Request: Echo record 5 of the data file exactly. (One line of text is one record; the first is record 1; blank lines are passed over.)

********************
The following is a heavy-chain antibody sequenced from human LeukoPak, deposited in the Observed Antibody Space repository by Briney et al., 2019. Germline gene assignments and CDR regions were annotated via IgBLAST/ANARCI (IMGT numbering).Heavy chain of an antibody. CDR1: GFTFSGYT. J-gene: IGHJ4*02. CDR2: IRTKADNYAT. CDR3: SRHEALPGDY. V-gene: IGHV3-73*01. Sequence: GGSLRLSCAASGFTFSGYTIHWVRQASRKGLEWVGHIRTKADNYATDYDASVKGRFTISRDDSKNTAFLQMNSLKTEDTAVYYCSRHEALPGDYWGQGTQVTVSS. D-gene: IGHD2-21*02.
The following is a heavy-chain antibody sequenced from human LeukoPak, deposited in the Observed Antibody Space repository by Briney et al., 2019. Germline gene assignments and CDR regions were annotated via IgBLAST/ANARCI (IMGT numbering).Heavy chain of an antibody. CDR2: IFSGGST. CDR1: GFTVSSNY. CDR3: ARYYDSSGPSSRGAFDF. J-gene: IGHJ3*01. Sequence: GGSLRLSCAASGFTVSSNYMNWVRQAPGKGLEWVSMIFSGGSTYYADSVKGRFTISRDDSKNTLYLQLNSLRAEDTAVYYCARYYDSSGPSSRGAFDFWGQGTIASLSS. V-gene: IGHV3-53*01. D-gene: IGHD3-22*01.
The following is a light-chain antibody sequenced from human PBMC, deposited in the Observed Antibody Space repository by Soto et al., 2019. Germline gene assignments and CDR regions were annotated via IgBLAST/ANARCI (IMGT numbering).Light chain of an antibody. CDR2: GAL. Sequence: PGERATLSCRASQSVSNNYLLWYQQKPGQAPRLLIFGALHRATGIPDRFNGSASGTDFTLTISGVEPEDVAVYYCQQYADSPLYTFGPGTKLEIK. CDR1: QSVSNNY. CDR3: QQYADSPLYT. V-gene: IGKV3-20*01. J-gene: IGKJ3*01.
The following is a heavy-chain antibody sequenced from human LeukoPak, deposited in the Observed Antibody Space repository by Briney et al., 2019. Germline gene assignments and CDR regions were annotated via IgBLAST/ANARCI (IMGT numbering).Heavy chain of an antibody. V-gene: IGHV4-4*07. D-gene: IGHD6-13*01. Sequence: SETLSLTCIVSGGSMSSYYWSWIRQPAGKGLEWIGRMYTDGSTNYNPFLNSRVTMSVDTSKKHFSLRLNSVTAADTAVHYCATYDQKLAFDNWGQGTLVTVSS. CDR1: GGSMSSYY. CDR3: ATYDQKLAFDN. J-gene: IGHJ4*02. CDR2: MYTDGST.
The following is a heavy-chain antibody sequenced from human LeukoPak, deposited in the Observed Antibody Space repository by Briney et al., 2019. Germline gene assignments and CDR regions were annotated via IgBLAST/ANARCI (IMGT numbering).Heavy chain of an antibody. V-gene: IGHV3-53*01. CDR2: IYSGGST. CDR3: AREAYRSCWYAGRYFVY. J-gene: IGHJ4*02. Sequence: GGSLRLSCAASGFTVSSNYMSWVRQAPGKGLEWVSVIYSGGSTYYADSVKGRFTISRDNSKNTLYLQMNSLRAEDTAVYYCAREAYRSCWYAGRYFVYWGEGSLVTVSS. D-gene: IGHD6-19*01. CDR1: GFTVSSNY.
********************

The following is a heavy-chain antibody sequenced from human LeukoPak, deposited in the Observed Antibody Space repository by Briney et al., 2019. Germline gene assignments and CDR regions were annotated via IgBLAST/ANARCI (IMGT numbering).Heavy chain of an antibody. V-gene: IGHV3-53*01. CDR2: IYSGGST. CDR3: AREAYRSCWYAGRYFVY. J-gene: IGHJ4*02. Sequence: GGSLRLSCAASGFTVSSNYMSWVRQAPGKGLEWVSVIYSGGSTYYADSVKGRFTISRDNSKNTLYLQMNSLRAEDTAVYYCAREAYRSCWYAGRYFVYWGEGSLVTVSS. D-gene: IGHD6-19*01. CDR1: GFTVSSNY.